The AP Secret Stack will allow you to publish stacks that are only accessible when a URL query is fulfilled. This means that you may either add a specific link to your page to display your hidden content, or you could give your user a page link to access specific content within your page.
The stack settings allow you to define a Secret Key and a Secret Value. Only when both are contained within the URL e.g. ["?secret_key=secret_value"], will your content be revealed.

Note: AP stacks can be nested to further refine your publishing dates. Hence, if you wish your content to appear during weeks 32 and 33, but only between the hours of 9–5, you can carefully nest your AP stacks to fulfil this wish.

Advanced Publisher 4 has been greatly improved over the previous version. Everything that was missing in version 3 has now been added. As Will himself says: It's like having a personal assistant for your website!

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Did You Ever Wonder What Your RapidWeaver Project Looks Like On A Nexus?

… or a Google Pixel, a Galaxy S7, or just wanted to check the display on your iPhone 7 without actually uploading the project?
Blisk to the rescue!
There have been a couple of dual pane browsers before, but none of them were really reliable. They would display a rendering of your website at a specific width, but wouldn't actually attempt to emulate your device. Blisk Does.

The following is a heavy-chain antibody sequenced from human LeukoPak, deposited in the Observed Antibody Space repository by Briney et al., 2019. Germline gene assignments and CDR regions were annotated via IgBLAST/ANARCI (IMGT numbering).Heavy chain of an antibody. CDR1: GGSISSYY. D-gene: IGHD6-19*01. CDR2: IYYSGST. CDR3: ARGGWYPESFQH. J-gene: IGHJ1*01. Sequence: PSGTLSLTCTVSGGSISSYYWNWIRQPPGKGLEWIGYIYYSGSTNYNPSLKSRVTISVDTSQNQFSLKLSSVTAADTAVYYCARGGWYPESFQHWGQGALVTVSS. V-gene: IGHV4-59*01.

I've been using Blisk for some time now and find it to be quite reliable at showing me what my website will look like on various devices. Not 100%, of course, but my impression is 95% of the time.

I currently use a Galaxy S4. Not by choice, but I slipped and fell on my premium mobile, rendering it all but useless. I've used Blisk numerous times to simulate a site's rendering on a Galaxy S4 and have found it reliable enough to make alterations before uploading. The S4 is a fickle device and if Blisk can render a project reliably for the S4, then I'm pretty certain that the other renderings are also reliable.

You'll find that there are two 'versions' of Blisk: a standard and a premium version. The standard version works for a couple of hours and then asks you to return later for your next session. As I seldom use Blisk more often than twice a day, I find this o.k. The premium version is quite pricy at $9.99/month, or $101.88/year, but, if you use it on a regular basis, possibly worth the money.